Annemarie Fleming is GWI Chair & Webinar Moderator for IFMA NYC and Andrea Sanchez is Marketing/Communications Chair and Trustee at the IFMA Foundation. Annemarie and Andrea joined Mike Petrusky and his co-host Madison Dujka on a recent “Workplace Innovator Interactive Livestream” to discuss change management strategies and practical communication tips to help lead your organizations through these uncertain times. This highlight episode offers valuable insights delivered during our weekly live broadcast happening every Wednesday at Noon ET.

Connect with Annemarie on LinkedIn:

Connect with Andrea on LinkedIn:

Watch the full livestream recording:

View all past livestream recordings:

Discover free resources and explore past interviews at:

Connect with Mike on LinkedIn:

Share your thoughts with Mike via email:

Read the full transcript:

Mike P. (00:01):

Hey, do you want more insightful conversations? Many of the topics we discuss here around workplace design and strategy are also explored in depth at Work Design Magazine. You’ll find many of my past guests contributing to the site. And coming soon, I’ll welcome publisher Bob Fox to the show. He’ll talk about the winning submissions and the fascinating findings from the next work environment competition. So be a workplace innovator and subscribe for free today at Thanks.

Annemarie Fleming (00:35):

There seems to be a fault line between kind of somebody’s core personality and whether they’re comfortable with remote working versus whether they want to be back in offices.

Andrea Sanchez (00:44):

Even the most amazing change management plans may not be successful in changing everybody, and that’s okay.

Mike P. (00:50):

This is the Workplace Innovator podcast, where we talk with corporate real estate and facility management leaders about the industry trends and technologies impacting your organization. This show is powered by iOFFICE, the leading employee experience focused IWMS software that delivers real-time data and mobile tools to help you intelligently manage your digital workplace.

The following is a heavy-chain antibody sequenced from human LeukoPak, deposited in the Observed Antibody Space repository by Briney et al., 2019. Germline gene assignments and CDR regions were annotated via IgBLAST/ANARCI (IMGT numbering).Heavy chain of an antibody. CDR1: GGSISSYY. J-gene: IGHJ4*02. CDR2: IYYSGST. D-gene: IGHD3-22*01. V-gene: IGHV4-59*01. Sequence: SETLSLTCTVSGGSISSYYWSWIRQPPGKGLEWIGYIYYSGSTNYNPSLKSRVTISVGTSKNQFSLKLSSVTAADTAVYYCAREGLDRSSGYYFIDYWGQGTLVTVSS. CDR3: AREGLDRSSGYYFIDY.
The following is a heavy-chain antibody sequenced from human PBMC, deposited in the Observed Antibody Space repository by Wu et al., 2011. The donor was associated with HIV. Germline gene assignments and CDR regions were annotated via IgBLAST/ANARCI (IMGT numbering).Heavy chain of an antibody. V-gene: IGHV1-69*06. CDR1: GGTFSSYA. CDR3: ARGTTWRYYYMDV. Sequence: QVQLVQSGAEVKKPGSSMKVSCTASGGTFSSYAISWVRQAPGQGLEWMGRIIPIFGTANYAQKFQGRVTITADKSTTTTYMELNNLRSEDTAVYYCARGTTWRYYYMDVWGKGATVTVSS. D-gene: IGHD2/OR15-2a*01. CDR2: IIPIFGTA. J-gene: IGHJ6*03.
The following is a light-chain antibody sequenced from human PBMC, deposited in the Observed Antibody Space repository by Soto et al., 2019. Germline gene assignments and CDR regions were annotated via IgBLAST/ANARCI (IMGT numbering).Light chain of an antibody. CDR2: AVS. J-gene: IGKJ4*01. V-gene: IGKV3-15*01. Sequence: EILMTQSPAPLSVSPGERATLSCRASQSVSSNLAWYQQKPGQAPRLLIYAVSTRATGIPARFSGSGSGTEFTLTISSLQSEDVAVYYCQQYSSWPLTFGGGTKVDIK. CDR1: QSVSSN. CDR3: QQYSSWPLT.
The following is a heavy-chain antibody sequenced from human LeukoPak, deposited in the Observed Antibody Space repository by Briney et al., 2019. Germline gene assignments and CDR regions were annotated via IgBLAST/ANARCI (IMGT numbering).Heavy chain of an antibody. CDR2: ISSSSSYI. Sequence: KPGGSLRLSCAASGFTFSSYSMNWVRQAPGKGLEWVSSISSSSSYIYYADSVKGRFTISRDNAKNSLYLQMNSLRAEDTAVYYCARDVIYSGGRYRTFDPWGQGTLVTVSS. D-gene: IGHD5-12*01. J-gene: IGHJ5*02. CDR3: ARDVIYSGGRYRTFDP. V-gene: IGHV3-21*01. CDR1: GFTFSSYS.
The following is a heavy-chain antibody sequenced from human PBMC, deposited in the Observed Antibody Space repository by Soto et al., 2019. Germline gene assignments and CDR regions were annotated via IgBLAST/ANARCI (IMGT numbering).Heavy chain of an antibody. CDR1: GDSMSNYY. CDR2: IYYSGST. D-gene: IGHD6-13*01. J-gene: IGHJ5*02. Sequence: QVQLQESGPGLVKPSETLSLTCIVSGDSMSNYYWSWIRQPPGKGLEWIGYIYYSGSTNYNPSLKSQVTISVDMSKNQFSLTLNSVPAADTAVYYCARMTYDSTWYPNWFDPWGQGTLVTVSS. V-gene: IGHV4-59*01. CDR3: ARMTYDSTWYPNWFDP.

Hey everybody, Mike P. Here. Welcome to the show. This is Episode 122, if my math is correct, of the Workplace Innovator podcast. I was told there’d be no math when I agreed to host this little program, but we shall press on. This week I’m excited to share with you some highlights from a recent interactive live stream conversation with two incredible change management and communication experts, Annemarie Fleming, and Andrea Sanchez, both great friends of the podcast. They’ve been on before. And also both part of the IFMA community, Annemarie serving up in the New York city chapter, and Andrea Sanchez, who lives down near the facility management mothership, Houston, Texas, home of the IFMA global headquarters, and also home to iOFFICE, and my cohost Madison Dujka. We had a really fun and interesting conversation, and I want to share as much of it as I can with you today. So let’s get right to it.

         We are back again. Hi everybody. Welcome to the Workplace Innovate… I can’t say it. Let me try again. Let’s do a take two.

Madison Dujka (02:29):


Mike P. (02:30):

Hey everybody. Welcome to the Workplace Innovator interactive live stream. I’m Mike, and this is Maddie. Hey Maddie.

Madison Dujka (02:38):

Hey, how’s it going?

Mike P. (02:39):

It’s going well.

Madison Dujka (02:39):

You doing okay now?

Mike P. (02:41):

I don’t know. That was a rough start. Well, that’s what the show is all about. It’s not just informational, but hopefully a little bit inspirational. We’re going to have some fun. Let’s invite our guests to join us. Here they are, Annemarie Fleming and Andrea Sanchez. Welcome to the show, both of you. How are today, Andrea? Great to see you again.

Andrea Sanchez (03:01):